Sarah E. Bond and Joel Christensen at the LA Review of Books:
Like many tales of compulsion, Campbell’s Hero brings dangers to those who put their faith in it. The first is a serious misunderstanding of how myth works. Myths and traditional stories function in specific environments for reasons bounded by time and place. Common traits are interesting, but the differences — what we might call variations or multiforms — cannot be ignored.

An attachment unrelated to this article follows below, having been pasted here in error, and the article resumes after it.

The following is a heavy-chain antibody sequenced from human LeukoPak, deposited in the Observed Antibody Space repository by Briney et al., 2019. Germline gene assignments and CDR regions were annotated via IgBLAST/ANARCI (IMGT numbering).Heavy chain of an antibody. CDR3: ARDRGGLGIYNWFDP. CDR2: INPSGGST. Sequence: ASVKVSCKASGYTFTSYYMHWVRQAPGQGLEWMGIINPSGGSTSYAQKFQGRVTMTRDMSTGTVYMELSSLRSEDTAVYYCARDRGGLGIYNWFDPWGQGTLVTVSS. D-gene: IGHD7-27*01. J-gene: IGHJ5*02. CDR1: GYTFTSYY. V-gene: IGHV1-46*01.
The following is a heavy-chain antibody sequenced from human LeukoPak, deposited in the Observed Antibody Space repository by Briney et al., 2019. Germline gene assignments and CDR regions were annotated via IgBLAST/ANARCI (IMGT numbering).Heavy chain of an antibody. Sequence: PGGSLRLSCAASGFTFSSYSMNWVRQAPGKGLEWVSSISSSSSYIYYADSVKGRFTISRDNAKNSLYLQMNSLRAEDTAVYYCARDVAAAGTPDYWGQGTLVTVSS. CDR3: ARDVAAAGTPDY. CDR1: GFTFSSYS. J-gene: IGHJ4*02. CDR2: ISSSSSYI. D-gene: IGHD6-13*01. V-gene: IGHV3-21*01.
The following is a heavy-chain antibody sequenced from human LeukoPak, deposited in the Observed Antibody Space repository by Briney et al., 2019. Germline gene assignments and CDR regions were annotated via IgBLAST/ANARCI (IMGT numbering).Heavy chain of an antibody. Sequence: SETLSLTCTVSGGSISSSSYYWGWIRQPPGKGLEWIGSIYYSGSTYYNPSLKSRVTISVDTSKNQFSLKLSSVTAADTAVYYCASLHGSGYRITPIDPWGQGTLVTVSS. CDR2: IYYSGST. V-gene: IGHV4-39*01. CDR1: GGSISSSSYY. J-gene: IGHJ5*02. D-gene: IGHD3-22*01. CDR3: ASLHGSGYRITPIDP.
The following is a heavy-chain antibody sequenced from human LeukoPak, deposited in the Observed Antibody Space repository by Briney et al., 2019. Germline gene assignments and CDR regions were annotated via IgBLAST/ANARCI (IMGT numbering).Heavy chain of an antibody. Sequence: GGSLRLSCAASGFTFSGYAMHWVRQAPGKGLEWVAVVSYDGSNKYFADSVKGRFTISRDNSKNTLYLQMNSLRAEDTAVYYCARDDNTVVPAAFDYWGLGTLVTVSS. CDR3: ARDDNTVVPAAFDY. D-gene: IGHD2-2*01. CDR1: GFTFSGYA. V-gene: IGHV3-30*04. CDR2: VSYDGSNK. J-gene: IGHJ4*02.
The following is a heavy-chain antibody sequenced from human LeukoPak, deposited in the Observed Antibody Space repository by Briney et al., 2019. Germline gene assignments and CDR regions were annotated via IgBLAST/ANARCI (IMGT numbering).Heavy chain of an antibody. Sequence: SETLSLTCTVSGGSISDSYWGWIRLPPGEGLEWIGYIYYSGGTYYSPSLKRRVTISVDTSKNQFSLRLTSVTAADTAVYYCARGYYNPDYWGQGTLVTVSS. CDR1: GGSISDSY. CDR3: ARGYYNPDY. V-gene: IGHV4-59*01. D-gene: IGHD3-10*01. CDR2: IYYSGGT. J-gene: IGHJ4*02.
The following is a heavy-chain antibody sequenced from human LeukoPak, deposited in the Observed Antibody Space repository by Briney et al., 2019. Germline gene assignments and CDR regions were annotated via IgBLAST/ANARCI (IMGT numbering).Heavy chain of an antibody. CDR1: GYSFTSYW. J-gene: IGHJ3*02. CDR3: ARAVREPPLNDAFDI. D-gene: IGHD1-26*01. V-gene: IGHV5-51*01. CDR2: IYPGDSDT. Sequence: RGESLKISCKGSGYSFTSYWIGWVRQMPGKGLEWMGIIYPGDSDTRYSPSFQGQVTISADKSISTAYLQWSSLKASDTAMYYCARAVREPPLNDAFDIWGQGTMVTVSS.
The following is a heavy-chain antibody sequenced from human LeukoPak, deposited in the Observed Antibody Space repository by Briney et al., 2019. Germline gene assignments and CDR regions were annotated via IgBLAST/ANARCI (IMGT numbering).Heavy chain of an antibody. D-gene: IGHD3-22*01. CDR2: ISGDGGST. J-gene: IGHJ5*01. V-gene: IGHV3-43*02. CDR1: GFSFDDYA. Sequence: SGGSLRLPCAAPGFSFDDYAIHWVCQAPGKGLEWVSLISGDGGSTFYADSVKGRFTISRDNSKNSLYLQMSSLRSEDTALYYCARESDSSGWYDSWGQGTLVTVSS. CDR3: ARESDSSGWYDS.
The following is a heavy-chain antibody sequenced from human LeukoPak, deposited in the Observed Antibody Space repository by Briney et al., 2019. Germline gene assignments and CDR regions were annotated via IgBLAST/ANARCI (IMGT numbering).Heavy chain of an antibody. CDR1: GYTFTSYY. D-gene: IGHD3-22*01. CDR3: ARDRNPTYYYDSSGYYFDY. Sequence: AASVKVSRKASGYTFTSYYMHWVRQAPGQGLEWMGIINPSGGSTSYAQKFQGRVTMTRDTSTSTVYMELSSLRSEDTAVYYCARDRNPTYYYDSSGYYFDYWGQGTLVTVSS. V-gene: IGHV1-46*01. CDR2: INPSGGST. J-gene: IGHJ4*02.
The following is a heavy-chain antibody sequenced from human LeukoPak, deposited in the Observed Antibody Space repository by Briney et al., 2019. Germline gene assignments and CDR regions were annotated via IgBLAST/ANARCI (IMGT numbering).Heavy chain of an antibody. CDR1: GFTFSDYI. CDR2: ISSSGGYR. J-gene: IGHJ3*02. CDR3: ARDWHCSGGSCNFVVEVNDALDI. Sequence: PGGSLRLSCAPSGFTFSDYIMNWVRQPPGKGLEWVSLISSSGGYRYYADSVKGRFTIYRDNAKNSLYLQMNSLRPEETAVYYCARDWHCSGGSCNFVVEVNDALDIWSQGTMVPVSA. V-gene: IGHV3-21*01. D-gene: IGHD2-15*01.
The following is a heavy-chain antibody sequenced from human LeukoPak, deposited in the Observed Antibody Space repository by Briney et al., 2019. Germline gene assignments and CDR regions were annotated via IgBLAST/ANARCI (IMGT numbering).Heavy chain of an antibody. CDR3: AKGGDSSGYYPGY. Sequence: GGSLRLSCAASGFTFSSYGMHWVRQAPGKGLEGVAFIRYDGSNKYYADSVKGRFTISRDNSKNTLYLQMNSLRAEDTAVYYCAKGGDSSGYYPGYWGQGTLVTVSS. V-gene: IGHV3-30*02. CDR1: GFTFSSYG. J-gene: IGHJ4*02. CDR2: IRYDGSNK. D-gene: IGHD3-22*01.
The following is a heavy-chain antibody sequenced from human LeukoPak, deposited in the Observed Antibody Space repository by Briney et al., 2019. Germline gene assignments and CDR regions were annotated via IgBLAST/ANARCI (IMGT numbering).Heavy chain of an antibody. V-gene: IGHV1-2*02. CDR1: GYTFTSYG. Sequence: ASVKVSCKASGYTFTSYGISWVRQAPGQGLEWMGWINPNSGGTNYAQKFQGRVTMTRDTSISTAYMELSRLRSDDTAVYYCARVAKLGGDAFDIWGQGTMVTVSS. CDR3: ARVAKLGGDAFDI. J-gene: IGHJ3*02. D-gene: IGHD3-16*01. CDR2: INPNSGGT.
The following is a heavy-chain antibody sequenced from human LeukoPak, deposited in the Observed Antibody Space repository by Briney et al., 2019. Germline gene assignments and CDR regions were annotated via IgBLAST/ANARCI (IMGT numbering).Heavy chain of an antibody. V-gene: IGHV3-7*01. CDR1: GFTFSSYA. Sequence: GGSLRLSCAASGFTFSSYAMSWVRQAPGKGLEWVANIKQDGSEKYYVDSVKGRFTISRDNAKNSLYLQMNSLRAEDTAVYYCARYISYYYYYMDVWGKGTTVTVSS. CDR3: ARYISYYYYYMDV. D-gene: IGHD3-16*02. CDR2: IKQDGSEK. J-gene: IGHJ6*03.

The second is the existence of an ideal form in myth. How we talk about and choose to accept differences is important. Calling one version of a story a “variant” implies, wrongly, that there is an authoritative and original form. This is a top-down version of storytelling that often misses the significance of the differences themselves. Famous things we think we know about ancient myths are mere possibilities contingent on their time and place. In many stories, Medea did not kill her children. In a majority of tales, Oedipus had children with someone other than his mother.